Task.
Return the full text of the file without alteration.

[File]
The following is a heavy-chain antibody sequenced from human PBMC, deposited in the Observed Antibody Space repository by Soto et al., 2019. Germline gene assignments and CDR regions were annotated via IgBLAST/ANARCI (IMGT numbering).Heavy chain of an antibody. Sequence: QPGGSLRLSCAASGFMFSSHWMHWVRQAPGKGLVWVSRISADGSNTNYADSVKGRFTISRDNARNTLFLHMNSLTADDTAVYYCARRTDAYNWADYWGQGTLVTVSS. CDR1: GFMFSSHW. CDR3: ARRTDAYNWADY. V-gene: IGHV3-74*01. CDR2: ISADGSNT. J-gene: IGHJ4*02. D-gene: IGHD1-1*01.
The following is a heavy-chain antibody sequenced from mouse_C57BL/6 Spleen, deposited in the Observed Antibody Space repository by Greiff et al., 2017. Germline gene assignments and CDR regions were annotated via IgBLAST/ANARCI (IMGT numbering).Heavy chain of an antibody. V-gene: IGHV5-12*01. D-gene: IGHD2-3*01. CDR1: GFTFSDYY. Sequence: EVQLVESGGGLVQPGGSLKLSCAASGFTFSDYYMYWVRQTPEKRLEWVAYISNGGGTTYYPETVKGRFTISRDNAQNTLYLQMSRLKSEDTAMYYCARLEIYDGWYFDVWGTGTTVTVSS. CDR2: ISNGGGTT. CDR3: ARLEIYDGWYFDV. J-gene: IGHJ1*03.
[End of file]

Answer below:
The following is a heavy-chain antibody sequenced from human PBMC, deposited in the Observed Antibody Space repository by Soto et al., 2019. Germline gene assignments and CDR regions were annotated via IgBLAST/ANARCI (IMGT numbering).Heavy chain of an antibody. Sequence: QPGGSLRLSCAASGFMFSSHWMHWVRQAPGKGLVWVSRISADGSNTNYADSVKGRFTISRDNARNTLFLHMNSLTADDTAVYYCARRTDAYNWADYWGQGTLVTVSS. CDR1: GFMFSSHW. CDR3: ARRTDAYNWADY. V-gene: IGHV3-74*01. CDR2: ISADGSNT. J-gene: IGHJ4*02. D-gene: IGHD1-1*01.
The following is a heavy-chain antibody sequenced from mouse_C57BL/6 Spleen, deposited in the Observed Antibody Space repository by Greiff et al., 2017. Germline gene assignments and CDR regions were annotated via IgBLAST/ANARCI (IMGT numbering).Heavy chain of an antibody. V-gene: IGHV5-12*01. D-gene: IGHD2-3*01. CDR1: GFTFSDYY. Sequence: EVQLVESGGGLVQPGGSLKLSCAASGFTFSDYYMYWVRQTPEKRLEWVAYISNGGGTTYYPETVKGRFTISRDNAQNTLYLQMSRLKSEDTAMYYCARLEIYDGWYFDVWGTGTTVTVSS. CDR2: ISNGGGTT. CDR3: ARLEIYDGWYFDV. J-gene: IGHJ1*03.